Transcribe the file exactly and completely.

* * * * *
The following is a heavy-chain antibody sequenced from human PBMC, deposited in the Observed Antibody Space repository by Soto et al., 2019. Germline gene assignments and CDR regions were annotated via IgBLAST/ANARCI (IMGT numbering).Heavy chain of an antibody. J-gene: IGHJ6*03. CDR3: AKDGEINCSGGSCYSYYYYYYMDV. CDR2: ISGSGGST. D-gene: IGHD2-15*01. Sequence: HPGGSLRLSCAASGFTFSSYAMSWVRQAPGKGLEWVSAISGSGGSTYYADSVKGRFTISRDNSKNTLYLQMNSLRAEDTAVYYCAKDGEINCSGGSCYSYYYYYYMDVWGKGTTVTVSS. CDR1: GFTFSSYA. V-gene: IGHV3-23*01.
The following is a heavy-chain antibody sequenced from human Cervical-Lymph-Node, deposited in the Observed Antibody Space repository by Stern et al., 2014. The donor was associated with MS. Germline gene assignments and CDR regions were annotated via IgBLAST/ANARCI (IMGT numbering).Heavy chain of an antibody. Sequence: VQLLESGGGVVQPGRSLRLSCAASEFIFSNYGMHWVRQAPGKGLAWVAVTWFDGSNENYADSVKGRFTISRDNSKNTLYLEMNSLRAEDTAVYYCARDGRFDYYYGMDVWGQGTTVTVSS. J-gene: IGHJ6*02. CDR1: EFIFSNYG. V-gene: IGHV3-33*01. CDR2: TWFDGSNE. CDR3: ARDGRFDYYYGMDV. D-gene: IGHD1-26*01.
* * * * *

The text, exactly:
The following is a heavy-chain antibody sequenced from human PBMC, deposited in the Observed Antibody Space repository by Soto et al., 2019. Germline gene assignments and CDR regions were annotated via IgBLAST/ANARCI (IMGT numbering).Heavy chain of an antibody. J-gene: IGHJ6*03. CDR3: AKDGEINCSGGSCYSYYYYYYMDV. CDR2: ISGSGGST. D-gene: IGHD2-15*01. Sequence: HPGGSLRLSCAASGFTFSSYAMSWVRQAPGKGLEWVSAISGSGGSTYYADSVKGRFTISRDNSKNTLYLQMNSLRAEDTAVYYCAKDGEINCSGGSCYSYYYYYYMDVWGKGTTVTVSS. CDR1: GFTFSSYA. V-gene: IGHV3-23*01.
The following is a heavy-chain antibody sequenced from human Cervical-Lymph-Node, deposited in the Observed Antibody Space repository by Stern et al., 2014. The donor was associated with MS. Germline gene assignments and CDR regions were annotated via IgBLAST/ANARCI (IMGT numbering).Heavy chain of an antibody. Sequence: VQLLESGGGVVQPGRSLRLSCAASEFIFSNYGMHWVRQAPGKGLAWVAVTWFDGSNENYADSVKGRFTISRDNSKNTLYLEMNSLRAEDTAVYYCARDGRFDYYYGMDVWGQGTTVTVSS. J-gene: IGHJ6*02. CDR1: EFIFSNYG. V-gene: IGHV3-33*01. CDR2: TWFDGSNE. CDR3: ARDGRFDYYYGMDV. D-gene: IGHD1-26*01.